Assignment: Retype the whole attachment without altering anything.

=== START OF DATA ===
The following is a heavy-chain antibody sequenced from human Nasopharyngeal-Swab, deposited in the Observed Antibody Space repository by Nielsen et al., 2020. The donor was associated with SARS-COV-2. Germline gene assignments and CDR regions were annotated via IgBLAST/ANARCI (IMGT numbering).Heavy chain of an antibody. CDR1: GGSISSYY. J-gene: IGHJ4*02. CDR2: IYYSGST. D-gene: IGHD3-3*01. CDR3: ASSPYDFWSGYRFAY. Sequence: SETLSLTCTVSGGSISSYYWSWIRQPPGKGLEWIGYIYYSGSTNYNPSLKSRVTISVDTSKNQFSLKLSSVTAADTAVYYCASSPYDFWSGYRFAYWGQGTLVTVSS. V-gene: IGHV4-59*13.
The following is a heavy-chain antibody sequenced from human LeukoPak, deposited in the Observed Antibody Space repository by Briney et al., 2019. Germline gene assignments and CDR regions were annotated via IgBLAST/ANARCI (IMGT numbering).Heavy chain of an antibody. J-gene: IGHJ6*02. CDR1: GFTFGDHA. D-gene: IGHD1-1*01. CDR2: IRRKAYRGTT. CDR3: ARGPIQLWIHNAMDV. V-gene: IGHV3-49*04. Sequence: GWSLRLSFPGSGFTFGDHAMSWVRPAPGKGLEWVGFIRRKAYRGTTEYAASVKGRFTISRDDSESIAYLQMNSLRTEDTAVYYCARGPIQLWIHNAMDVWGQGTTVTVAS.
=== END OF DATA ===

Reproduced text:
The following is a heavy-chain antibody sequenced from human Nasopharyngeal-Swab, deposited in the Observed Antibody Space repository by Nielsen et al., 2020. The donor was associated with SARS-COV-2. Germline gene assignments and CDR regions were annotated via IgBLAST/ANARCI (IMGT numbering).Heavy chain of an antibody. CDR1: GGSISSYY. J-gene: IGHJ4*02. CDR2: IYYSGST. D-gene: IGHD3-3*01. CDR3: ASSPYDFWSGYRFAY. Sequence: SETLSLTCTVSGGSISSYYWSWIRQPPGKGLEWIGYIYYSGSTNYNPSLKSRVTISVDTSKNQFSLKLSSVTAADTAVYYCASSPYDFWSGYRFAYWGQGTLVTVSS. V-gene: IGHV4-59*13.
The following is a heavy-chain antibody sequenced from human LeukoPak, deposited in the Observed Antibody Space repository by Briney et al., 2019. Germline gene assignments and CDR regions were annotated via IgBLAST/ANARCI (IMGT numbering).Heavy chain of an antibody. J-gene: IGHJ6*02. CDR1: GFTFGDHA. D-gene: IGHD1-1*01. CDR2: IRRKAYRGTT. CDR3: ARGPIQLWIHNAMDV. V-gene: IGHV3-49*04. Sequence: GWSLRLSFPGSGFTFGDHAMSWVRPAPGKGLEWVGFIRRKAYRGTTEYAASVKGRFTISRDDSESIAYLQMNSLRTEDTAVYYCARGPIQLWIHNAMDVWGQGTTVTVAS.